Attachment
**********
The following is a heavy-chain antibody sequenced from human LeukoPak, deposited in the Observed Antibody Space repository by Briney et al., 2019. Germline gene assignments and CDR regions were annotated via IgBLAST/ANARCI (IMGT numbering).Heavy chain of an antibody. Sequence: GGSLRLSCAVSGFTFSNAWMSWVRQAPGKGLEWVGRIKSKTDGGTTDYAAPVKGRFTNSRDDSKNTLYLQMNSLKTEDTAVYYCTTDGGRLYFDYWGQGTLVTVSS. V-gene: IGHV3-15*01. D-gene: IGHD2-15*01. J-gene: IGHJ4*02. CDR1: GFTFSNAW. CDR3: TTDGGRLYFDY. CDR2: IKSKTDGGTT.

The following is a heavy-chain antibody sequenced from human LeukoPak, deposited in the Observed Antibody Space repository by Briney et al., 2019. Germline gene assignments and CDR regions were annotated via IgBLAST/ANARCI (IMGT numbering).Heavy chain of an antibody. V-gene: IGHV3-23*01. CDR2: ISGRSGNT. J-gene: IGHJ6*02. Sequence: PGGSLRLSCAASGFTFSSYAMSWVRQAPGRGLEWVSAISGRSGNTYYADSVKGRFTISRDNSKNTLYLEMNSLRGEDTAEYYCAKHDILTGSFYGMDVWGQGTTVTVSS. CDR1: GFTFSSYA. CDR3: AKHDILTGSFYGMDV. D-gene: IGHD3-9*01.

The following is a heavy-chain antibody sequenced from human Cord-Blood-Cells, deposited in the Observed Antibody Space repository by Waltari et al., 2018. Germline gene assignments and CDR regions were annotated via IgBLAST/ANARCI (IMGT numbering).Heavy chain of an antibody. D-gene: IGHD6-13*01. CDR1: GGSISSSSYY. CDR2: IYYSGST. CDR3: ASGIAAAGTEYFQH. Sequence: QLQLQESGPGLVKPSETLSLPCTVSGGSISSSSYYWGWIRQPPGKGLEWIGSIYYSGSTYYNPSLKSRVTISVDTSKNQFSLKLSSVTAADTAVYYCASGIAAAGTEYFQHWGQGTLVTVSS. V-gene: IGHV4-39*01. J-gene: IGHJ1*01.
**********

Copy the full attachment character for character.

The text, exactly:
The following is a heavy-chain antibody sequenced from human LeukoPak, deposited in the Observed Antibody Space repository by Briney et al., 2019. Germline gene assignments and CDR regions were annotated via IgBLAST/ANARCI (IMGT numbering).Heavy chain of an antibody. Sequence: GGSLRLSCAVSGFTFSNAWMSWVRQAPGKGLEWVGRIKSKTDGGTTDYAAPVKGRFTNSRDDSKNTLYLQMNSLKTEDTAVYYCTTDGGRLYFDYWGQGTLVTVSS. V-gene: IGHV3-15*01. D-gene: IGHD2-15*01. J-gene: IGHJ4*02. CDR1: GFTFSNAW. CDR3: TTDGGRLYFDY. CDR2: IKSKTDGGTT.

The following is a heavy-chain antibody sequenced from human LeukoPak, deposited in the Observed Antibody Space repository by Briney et al., 2019. Germline gene assignments and CDR regions were annotated via IgBLAST/ANARCI (IMGT numbering).Heavy chain of an antibody. V-gene: IGHV3-23*01. CDR2: ISGRSGNT. J-gene: IGHJ6*02. Sequence: PGGSLRLSCAASGFTFSSYAMSWVRQAPGRGLEWVSAISGRSGNTYYADSVKGRFTISRDNSKNTLYLEMNSLRGEDTAEYYCAKHDILTGSFYGMDVWGQGTTVTVSS. CDR1: GFTFSSYA. CDR3: AKHDILTGSFYGMDV. D-gene: IGHD3-9*01.

The following is a heavy-chain antibody sequenced from human Cord-Blood-Cells, deposited in the Observed Antibody Space repository by Waltari et al., 2018. Germline gene assignments and CDR regions were annotated via IgBLAST/ANARCI (IMGT numbering).Heavy chain of an antibody. D-gene: IGHD6-13*01. CDR1: GGSISSSSYY. CDR2: IYYSGST. CDR3: ASGIAAAGTEYFQH. Sequence: QLQLQESGPGLVKPSETLSLPCTVSGGSISSSSYYWGWIRQPPGKGLEWIGSIYYSGSTYYNPSLKSRVTISVDTSKNQFSLKLSSVTAADTAVYYCASGIAAAGTEYFQHWGQGTLVTVSS. V-gene: IGHV4-39*01. J-gene: IGHJ1*01.